Thus the protests that caused Mubarak’s resignation were not so much an Islamic uprising as they were a broad popular revolt that crossed deep religious divides. There were stories from Cairo of Christians forming protective circles around Muslims during Friday prayers, and Muslims reciprocating when, remarkably, Christians prayed in public. Christians held crosses next to Muslims carrying Qurans. Some protesters waved signs that had the Christian cross mingling with the Muslim crescent in a unified symbol. When the radical Muslim Brotherhood shouted “Allah Akbar!” they were drowned out by chants of “Muslim, Christian. . .  we’re all Egyptian.”

The passing of Archbishop Zycinski is a great loss for the Church

One of the brightest lights in the Catholic episcopate died suddenly in Rome on Feb. 10, at only 62 years old.

I just met Archbishop Jozef Zycinski once — almost 17 years ago now. It was July 1994, and he was then the bishop of Tarnow, a rural diocese just outside Krakow. I was a student on the celebrated seminar led by Fr. Maciej Zieba, the Polish Dominican, and his American friends, Michael Novak, George Weigel and the late Fr. Richard John Neuhaus. Bishop Zycinski came to speak to us about religion and public life in the newly liberated Poland.

Hollywood keeps dumbing-down the demonic

“What were you expecting?” the veteran demon-fighter Fr. Lucas (Anthony Hopkins) asks his young apprentice Michael (Colin O’Donoghue) after an uneventful exorcism in The Rite, now playing in movie theatres across southern Ontario. “Spinning heads? Pea soup?”

At those lines, you could almost feel a satisfied smile go around the audience. The vivid allusion, everybody knew, was to The Exorcist (1973), Hollywood’s first and best attempt to do a film about Catholics casting out devils. It was director Mikael Håfström’s heavy-handed way to remind movie-goers of what was already, by that point, perfectly obvious: that The Rite is meant to be a serious contribution to that horror sub-genre, the demon movie, created by The Exorcist almost 40 years ago.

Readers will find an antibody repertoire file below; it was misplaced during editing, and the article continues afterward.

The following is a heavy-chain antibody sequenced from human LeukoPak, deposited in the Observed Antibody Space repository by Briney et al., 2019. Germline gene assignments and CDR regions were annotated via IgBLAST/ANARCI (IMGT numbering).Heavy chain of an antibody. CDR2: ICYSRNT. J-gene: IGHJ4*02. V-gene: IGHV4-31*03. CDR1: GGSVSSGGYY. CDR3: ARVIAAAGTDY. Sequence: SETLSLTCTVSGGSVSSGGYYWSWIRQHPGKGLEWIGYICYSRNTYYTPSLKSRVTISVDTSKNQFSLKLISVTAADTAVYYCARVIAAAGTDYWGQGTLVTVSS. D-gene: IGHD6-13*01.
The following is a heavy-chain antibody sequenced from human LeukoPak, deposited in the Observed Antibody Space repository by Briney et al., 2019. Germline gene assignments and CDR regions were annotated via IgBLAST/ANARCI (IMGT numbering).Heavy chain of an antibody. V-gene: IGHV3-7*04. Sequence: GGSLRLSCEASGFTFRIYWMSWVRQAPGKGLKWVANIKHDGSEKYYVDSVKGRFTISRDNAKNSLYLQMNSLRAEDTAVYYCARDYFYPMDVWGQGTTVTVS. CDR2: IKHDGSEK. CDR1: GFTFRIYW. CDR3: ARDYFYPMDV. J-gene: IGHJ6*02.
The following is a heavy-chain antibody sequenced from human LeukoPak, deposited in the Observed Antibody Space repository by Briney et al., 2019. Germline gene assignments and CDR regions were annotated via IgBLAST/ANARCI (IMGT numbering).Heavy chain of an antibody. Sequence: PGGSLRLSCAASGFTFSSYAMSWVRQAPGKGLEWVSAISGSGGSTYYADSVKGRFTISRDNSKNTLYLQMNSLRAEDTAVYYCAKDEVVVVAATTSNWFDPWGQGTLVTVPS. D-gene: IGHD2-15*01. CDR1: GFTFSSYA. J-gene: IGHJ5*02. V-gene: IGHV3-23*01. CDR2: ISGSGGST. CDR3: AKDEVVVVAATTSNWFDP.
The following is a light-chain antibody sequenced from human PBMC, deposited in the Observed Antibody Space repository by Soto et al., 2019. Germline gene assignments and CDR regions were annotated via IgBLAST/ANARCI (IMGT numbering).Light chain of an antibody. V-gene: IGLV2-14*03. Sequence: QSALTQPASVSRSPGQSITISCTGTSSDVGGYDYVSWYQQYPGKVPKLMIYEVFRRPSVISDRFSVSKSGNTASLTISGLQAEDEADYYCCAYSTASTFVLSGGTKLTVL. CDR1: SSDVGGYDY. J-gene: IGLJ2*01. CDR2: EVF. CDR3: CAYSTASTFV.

It isn’t, but certainly not for lack of trying.

‘Fr. Oprah’ has become a bore, not some noble man fighting the evil Church

MIAMI

Alberto Cutié is back — not that he really ever went away. He has a small Episcopal parish here in Miami, and is flogging his new book, getting ready for his own TV show.

You remember Fr. Oprah, no? Ordained for the archdiocese of Miami in 1995, the photogenic and bilingually articulate priest developed a successful radio and television ministry, becoming something of a Latino celebrity — hence the nickname. In May 2009 a tabloid newspaper published photographs of Cutié on the beach with his mistress, conducting himself in a manner contrary to his priestly promises.